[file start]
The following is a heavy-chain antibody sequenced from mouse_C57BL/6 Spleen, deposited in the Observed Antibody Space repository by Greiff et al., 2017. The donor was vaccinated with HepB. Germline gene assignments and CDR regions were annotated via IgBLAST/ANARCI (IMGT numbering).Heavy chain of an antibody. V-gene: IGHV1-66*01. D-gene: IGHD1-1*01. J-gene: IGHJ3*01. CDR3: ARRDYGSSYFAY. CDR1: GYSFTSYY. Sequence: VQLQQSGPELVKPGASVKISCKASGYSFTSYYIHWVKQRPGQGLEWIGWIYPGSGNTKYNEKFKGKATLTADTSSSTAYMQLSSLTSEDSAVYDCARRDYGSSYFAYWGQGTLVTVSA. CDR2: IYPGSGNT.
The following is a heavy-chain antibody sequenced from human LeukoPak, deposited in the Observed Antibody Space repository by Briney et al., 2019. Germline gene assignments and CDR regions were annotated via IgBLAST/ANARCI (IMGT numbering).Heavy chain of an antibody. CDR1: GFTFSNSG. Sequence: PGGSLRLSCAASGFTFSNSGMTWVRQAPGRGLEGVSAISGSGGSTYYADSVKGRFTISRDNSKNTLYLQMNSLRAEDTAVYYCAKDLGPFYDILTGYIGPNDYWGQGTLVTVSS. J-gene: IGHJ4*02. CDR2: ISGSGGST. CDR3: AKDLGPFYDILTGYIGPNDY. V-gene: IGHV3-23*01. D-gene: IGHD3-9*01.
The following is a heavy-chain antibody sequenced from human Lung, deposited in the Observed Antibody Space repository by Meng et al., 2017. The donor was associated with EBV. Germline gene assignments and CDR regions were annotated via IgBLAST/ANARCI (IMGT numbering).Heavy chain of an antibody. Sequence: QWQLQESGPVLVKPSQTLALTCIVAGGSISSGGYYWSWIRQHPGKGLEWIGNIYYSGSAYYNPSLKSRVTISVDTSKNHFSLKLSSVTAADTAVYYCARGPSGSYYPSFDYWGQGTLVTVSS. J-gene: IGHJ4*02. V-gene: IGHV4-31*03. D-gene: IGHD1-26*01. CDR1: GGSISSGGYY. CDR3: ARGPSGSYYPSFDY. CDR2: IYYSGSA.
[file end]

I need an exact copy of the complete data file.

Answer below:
The following is a heavy-chain antibody sequenced from mouse_C57BL/6 Spleen, deposited in the Observed Antibody Space repository by Greiff et al., 2017. The donor was vaccinated with HepB. Germline gene assignments and CDR regions were annotated via IgBLAST/ANARCI (IMGT numbering).Heavy chain of an antibody. V-gene: IGHV1-66*01. D-gene: IGHD1-1*01. J-gene: IGHJ3*01. CDR3: ARRDYGSSYFAY. CDR1: GYSFTSYY. Sequence: VQLQQSGPELVKPGASVKISCKASGYSFTSYYIHWVKQRPGQGLEWIGWIYPGSGNTKYNEKFKGKATLTADTSSSTAYMQLSSLTSEDSAVYDCARRDYGSSYFAYWGQGTLVTVSA. CDR2: IYPGSGNT.
The following is a heavy-chain antibody sequenced from human LeukoPak, deposited in the Observed Antibody Space repository by Briney et al., 2019. Germline gene assignments and CDR regions were annotated via IgBLAST/ANARCI (IMGT numbering).Heavy chain of an antibody. CDR1: GFTFSNSG. Sequence: PGGSLRLSCAASGFTFSNSGMTWVRQAPGRGLEGVSAISGSGGSTYYADSVKGRFTISRDNSKNTLYLQMNSLRAEDTAVYYCAKDLGPFYDILTGYIGPNDYWGQGTLVTVSS. J-gene: IGHJ4*02. CDR2: ISGSGGST. CDR3: AKDLGPFYDILTGYIGPNDY. V-gene: IGHV3-23*01. D-gene: IGHD3-9*01.
The following is a heavy-chain antibody sequenced from human Lung, deposited in the Observed Antibody Space repository by Meng et al., 2017. The donor was associated with EBV. Germline gene assignments and CDR regions were annotated via IgBLAST/ANARCI (IMGT numbering).Heavy chain of an antibody. Sequence: QWQLQESGPVLVKPSQTLALTCIVAGGSISSGGYYWSWIRQHPGKGLEWIGNIYYSGSAYYNPSLKSRVTISVDTSKNHFSLKLSSVTAADTAVYYCARGPSGSYYPSFDYWGQGTLVTVSS. J-gene: IGHJ4*02. V-gene: IGHV4-31*03. D-gene: IGHD1-26*01. CDR1: GGSISSGGYY. CDR3: ARGPSGSYYPSFDY. CDR2: IYYSGSA.